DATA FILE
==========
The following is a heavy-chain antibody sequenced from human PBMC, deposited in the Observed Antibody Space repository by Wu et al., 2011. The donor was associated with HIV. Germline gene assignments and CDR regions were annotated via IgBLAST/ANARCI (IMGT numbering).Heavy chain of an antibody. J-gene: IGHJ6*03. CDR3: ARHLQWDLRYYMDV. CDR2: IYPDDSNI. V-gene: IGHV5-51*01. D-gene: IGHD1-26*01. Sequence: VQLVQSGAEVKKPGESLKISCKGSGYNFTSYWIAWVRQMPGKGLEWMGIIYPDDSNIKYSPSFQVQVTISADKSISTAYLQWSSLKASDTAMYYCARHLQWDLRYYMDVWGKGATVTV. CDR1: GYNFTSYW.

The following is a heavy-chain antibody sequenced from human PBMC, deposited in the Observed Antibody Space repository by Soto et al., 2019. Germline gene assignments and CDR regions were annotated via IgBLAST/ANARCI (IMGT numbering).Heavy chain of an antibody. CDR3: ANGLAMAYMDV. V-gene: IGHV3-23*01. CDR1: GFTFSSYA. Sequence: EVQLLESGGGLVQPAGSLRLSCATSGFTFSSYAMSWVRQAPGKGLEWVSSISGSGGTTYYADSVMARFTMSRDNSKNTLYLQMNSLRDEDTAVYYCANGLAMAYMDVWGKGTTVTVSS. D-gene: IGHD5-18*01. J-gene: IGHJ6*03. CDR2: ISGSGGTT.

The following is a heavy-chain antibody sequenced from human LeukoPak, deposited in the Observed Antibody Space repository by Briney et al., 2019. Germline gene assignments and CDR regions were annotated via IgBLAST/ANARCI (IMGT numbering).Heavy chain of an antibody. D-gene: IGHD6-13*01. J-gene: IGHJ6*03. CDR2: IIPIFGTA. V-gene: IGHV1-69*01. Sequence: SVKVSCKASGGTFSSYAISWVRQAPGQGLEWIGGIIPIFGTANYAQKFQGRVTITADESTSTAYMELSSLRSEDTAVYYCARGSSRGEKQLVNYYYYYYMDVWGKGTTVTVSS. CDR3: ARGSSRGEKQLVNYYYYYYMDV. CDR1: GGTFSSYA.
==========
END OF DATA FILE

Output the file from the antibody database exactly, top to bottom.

The following is a heavy-chain antibody sequenced from human PBMC, deposited in the Observed Antibody Space repository by Wu et al., 2011. The donor was associated with HIV. Germline gene assignments and CDR regions were annotated via IgBLAST/ANARCI (IMGT numbering).Heavy chain of an antibody. J-gene: IGHJ6*03. CDR3: ARHLQWDLRYYMDV. CDR2: IYPDDSNI. V-gene: IGHV5-51*01. D-gene: IGHD1-26*01. Sequence: VQLVQSGAEVKKPGESLKISCKGSGYNFTSYWIAWVRQMPGKGLEWMGIIYPDDSNIKYSPSFQVQVTISADKSISTAYLQWSSLKASDTAMYYCARHLQWDLRYYMDVWGKGATVTV. CDR1: GYNFTSYW.

The following is a heavy-chain antibody sequenced from human PBMC, deposited in the Observed Antibody Space repository by Soto et al., 2019. Germline gene assignments and CDR regions were annotated via IgBLAST/ANARCI (IMGT numbering).Heavy chain of an antibody. CDR3: ANGLAMAYMDV. V-gene: IGHV3-23*01. CDR1: GFTFSSYA. Sequence: EVQLLESGGGLVQPAGSLRLSCATSGFTFSSYAMSWVRQAPGKGLEWVSSISGSGGTTYYADSVMARFTMSRDNSKNTLYLQMNSLRDEDTAVYYCANGLAMAYMDVWGKGTTVTVSS. D-gene: IGHD5-18*01. J-gene: IGHJ6*03. CDR2: ISGSGGTT.

The following is a heavy-chain antibody sequenced from human LeukoPak, deposited in the Observed Antibody Space repository by Briney et al., 2019. Germline gene assignments and CDR regions were annotated via IgBLAST/ANARCI (IMGT numbering).Heavy chain of an antibody. D-gene: IGHD6-13*01. J-gene: IGHJ6*03. CDR2: IIPIFGTA. V-gene: IGHV1-69*01. Sequence: SVKVSCKASGGTFSSYAISWVRQAPGQGLEWIGGIIPIFGTANYAQKFQGRVTITADESTSTAYMELSSLRSEDTAVYYCARGSSRGEKQLVNYYYYYYMDVWGKGTTVTVSS. CDR3: ARGSSRGEKQLVNYYYYYYMDV. CDR1: GGTFSSYA.